David Lee Roth’s “No Holds Bar-B-Que” Is The Strangest Thing You’ll Watch All Week

During an interview with the A.V. Club, David Lee Roth described 2002’s No Holds Bar-B-Que film as “A variety of ingredients, I think probably that you’d recognize instantly. Fritz Lang’s Metropolis, Soupy Sales, Groucho, Kurosawa, Hugh Hefner and on and on and on. But I’ve woven it together in a form that I think is much more appropriate for our national attention-deficit syndrome, or whatever it is we’re having. As in, ‘Too hip, gotta go, golly, look at the time. Gotta go change the air in my tires, love to hang, bye.’”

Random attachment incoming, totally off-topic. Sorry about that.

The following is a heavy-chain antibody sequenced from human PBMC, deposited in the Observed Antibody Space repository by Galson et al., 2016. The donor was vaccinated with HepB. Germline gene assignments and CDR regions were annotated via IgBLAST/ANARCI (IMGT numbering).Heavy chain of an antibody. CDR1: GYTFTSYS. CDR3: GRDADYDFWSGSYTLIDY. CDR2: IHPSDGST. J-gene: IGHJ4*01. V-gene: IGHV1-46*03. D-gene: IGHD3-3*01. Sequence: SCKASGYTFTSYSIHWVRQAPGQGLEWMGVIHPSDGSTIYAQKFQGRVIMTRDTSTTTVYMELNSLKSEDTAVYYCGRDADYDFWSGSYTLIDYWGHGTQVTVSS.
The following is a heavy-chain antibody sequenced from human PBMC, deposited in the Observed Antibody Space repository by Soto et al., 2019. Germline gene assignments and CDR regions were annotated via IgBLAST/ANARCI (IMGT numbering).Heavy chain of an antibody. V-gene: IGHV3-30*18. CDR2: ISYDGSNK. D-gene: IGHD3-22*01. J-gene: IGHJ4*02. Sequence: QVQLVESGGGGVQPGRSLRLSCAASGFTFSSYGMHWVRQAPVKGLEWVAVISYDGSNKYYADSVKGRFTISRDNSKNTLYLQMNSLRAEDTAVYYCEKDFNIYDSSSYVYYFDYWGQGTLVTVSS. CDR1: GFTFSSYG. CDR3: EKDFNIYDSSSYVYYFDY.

No Holds Bar-B-Que never really saw an official release, although VHS copies were circulated among select press outlets at the time. CDNow offered a explanation, saying it “opens with Roth flailing about in a large city in some sort of Kung Fu/T’ai Chi-style dance with swords and poles” and “only gets stranger” from there.